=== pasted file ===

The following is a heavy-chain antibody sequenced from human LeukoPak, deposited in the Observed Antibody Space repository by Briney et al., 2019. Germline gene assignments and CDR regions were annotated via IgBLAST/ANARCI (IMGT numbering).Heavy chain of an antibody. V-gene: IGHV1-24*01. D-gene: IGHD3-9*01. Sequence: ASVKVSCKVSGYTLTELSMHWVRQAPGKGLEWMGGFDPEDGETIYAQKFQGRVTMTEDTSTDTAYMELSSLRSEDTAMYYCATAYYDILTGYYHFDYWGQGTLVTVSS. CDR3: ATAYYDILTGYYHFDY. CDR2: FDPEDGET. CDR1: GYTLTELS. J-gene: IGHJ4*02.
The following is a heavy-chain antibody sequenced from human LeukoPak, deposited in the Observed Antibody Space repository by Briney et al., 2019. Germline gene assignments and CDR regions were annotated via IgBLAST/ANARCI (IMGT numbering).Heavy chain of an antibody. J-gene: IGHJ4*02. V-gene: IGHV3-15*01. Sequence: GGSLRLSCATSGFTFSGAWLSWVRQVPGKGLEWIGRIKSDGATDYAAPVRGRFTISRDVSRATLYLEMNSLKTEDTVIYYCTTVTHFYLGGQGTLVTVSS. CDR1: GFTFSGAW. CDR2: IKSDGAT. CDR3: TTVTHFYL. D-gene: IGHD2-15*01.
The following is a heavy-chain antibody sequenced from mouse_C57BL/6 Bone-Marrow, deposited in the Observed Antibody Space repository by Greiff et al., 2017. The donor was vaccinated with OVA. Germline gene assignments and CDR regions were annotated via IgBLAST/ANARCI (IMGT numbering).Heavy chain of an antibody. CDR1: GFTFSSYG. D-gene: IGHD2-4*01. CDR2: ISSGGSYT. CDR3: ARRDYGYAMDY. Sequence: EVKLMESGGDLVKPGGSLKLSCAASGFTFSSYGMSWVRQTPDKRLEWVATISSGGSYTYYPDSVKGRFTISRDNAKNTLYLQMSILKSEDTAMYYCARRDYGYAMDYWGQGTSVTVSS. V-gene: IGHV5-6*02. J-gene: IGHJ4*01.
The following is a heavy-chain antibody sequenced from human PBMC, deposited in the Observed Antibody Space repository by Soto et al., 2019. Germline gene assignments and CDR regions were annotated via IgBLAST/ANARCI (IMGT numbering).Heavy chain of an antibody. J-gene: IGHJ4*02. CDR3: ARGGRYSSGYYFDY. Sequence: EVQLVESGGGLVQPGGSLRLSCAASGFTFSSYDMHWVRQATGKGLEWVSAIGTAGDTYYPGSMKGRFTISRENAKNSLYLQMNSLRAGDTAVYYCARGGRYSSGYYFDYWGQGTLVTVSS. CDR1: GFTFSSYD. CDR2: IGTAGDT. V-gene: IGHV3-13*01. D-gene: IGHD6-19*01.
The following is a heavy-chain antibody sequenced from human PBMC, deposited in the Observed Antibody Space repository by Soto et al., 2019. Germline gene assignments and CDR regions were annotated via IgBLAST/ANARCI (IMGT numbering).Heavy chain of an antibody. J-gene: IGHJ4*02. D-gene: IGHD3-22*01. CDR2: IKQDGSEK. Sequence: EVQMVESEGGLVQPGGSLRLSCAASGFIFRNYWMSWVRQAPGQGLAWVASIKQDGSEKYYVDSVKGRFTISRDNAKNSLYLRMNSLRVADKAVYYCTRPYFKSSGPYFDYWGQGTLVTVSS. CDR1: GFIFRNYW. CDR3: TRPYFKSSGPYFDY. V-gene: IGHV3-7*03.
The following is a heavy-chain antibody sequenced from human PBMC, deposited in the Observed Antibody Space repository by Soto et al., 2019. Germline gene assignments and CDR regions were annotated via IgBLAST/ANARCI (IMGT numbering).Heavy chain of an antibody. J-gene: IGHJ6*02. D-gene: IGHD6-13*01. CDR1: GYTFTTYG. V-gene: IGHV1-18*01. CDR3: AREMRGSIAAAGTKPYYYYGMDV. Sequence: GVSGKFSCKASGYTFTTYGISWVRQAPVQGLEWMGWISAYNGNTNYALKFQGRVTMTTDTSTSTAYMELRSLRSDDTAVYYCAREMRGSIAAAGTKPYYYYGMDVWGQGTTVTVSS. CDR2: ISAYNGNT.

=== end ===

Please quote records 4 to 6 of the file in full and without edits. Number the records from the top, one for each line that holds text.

The following is a heavy-chain antibody sequenced from human PBMC, deposited in the Observed Antibody Space repository by Soto et al., 2019. Germline gene assignments and CDR regions were annotated via IgBLAST/ANARCI (IMGT numbering).Heavy chain of an antibody. J-gene: IGHJ4*02. CDR3: ARGGRYSSGYYFDY. Sequence: EVQLVESGGGLVQPGGSLRLSCAASGFTFSSYDMHWVRQATGKGLEWVSAIGTAGDTYYPGSMKGRFTISRENAKNSLYLQMNSLRAGDTAVYYCARGGRYSSGYYFDYWGQGTLVTVSS. CDR1: GFTFSSYD. CDR2: IGTAGDT. V-gene: IGHV3-13*01. D-gene: IGHD6-19*01.
The following is a heavy-chain antibody sequenced from human PBMC, deposited in the Observed Antibody Space repository by Soto et al., 2019. Germline gene assignments and CDR regions were annotated via IgBLAST/ANARCI (IMGT numbering).Heavy chain of an antibody. J-gene: IGHJ4*02. D-gene: IGHD3-22*01. CDR2: IKQDGSEK. Sequence: EVQMVESEGGLVQPGGSLRLSCAASGFIFRNYWMSWVRQAPGQGLAWVASIKQDGSEKYYVDSVKGRFTISRDNAKNSLYLRMNSLRVADKAVYYCTRPYFKSSGPYFDYWGQGTLVTVSS. CDR1: GFIFRNYW. CDR3: TRPYFKSSGPYFDY. V-gene: IGHV3-7*03.
The following is a heavy-chain antibody sequenced from human PBMC, deposited in the Observed Antibody Space repository by Soto et al., 2019. Germline gene assignments and CDR regions were annotated via IgBLAST/ANARCI (IMGT numbering).Heavy chain of an antibody. J-gene: IGHJ6*02. D-gene: IGHD6-13*01. CDR1: GYTFTTYG. V-gene: IGHV1-18*01. CDR3: AREMRGSIAAAGTKPYYYYGMDV. Sequence: GVSGKFSCKASGYTFTTYGISWVRQAPVQGLEWMGWISAYNGNTNYALKFQGRVTMTTDTSTSTAYMELRSLRSDDTAVYYCAREMRGSIAAAGTKPYYYYGMDVWGQGTTVTVSS. CDR2: ISAYNGNT.